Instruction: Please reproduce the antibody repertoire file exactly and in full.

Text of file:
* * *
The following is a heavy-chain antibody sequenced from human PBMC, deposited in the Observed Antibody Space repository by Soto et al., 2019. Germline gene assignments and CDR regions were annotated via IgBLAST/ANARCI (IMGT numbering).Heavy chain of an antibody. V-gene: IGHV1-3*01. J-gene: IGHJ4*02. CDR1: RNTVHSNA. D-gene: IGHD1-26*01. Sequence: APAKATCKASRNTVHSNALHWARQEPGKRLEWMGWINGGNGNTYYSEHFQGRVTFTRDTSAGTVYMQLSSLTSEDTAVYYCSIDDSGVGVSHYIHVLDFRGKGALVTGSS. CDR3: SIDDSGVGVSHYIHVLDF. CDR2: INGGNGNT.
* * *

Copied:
The following is a heavy-chain antibody sequenced from human PBMC, deposited in the Observed Antibody Space repository by Soto et al., 2019. Germline gene assignments and CDR regions were annotated via IgBLAST/ANARCI (IMGT numbering).Heavy chain of an antibody. V-gene: IGHV1-3*01. J-gene: IGHJ4*02. CDR1: RNTVHSNA. D-gene: IGHD1-26*01. Sequence: APAKATCKASRNTVHSNALHWARQEPGKRLEWMGWINGGNGNTYYSEHFQGRVTFTRDTSAGTVYMQLSSLTSEDTAVYYCSIDDSGVGVSHYIHVLDFRGKGALVTGSS. CDR3: SIDDSGVGVSHYIHVLDF. CDR2: INGGNGNT.